Now, some brief thoughts on relaunching the Union. What I would avoid is envisioning an ambitious reform of the Treaties, which is not in the cards at this time. Instead, I would build upon what is already being done on various fronts – the economy, immigration and security – as well as re-establishing, where necessary, the authority of European institutions over member states which refuse to implement common decisions, for example regarding immigration.
This means, first of all, reopening negotiations on Banking Union and completing it with the European Deposit Insurance Scheme (EDIS) and a common backstop for the Single Resolution Fund (SRF). Negotiations are gridlocked because of the inability to find common ground between Germany’s demands – to reduce risky assets on the balance sheets of banks in the ‘periphery’ (Italy, above all) – and calls for greater sharing of risk from peripheral member states in the south. Since risk-sharing inevitably implies elements of fiscal union, it brings with it the prospect of creating an entity akin to a ‘European Minister of Finance’, endowed with discretionary powers to intervene and enforce the economic policy guidelines decided by the European Council. This entity should be accountable not only to the Council but also to the European Parliament, finding in them a source of democratic legitimacy.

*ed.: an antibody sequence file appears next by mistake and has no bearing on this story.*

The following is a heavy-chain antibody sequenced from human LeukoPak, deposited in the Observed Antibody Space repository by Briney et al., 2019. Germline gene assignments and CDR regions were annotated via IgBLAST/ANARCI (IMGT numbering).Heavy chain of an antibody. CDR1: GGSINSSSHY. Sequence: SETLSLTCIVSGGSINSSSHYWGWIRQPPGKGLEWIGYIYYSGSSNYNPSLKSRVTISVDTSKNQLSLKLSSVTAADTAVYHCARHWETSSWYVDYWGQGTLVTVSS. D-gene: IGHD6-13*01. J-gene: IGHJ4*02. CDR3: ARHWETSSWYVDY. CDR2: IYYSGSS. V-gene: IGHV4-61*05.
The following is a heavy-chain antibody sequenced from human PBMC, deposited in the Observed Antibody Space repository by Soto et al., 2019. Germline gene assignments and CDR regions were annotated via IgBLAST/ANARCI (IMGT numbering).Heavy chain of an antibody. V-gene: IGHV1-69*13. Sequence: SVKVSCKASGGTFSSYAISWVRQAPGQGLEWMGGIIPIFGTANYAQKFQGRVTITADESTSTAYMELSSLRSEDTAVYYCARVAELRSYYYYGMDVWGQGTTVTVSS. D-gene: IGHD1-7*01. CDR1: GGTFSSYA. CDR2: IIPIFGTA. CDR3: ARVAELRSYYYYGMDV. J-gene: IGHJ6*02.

On immigration, we need to restore the integrity of the Schengen Area and the credibility of joint decisions on the management of migratory flows. We also need concrete implementation of the Italian proposal for a Migration Compact, which requires significant investment in the development of countries with which we must collaborate in order to stem the influx of migrants into Europe. On security, I would start with the proposal already prepared for the next European Council – the creation of a common border force to patrol the Union’s external frontiers.
The icing on the cake would be a decisive initiative to spur economic growth and increase employment, especially for the area’s youth, as the Heads of State of Germany, France and Italy advocated in their joint declaration following their meeting in Berlin on 27 June 2016.
In summary, instead of dreaming of unrealistic leaps forward, which will likely not happen, we need to think about tangible and achievable goals, even if they are not easy, which would show the world that the EU will not only survive, it will grow stronger. If matters are handled well and clearly explained to the public, we can start to reconnect with our disgruntled societies and show that they have a strong stake in the European construction.
Stefano Micossi is Director General of Assonime, Chairman of the LUISS School of European Political Economy (SEP – LUISS) and a member of the CEPS Board of Directors. This commentary will also appear as a LUISS Policy Brief, 30 June 2016.
CEPS Commentaries offer concise, policy-oriented insights into topical issues in European affairs. The views expressed are attributable only to the author in a personal capacity and not to any institution with which he is associated.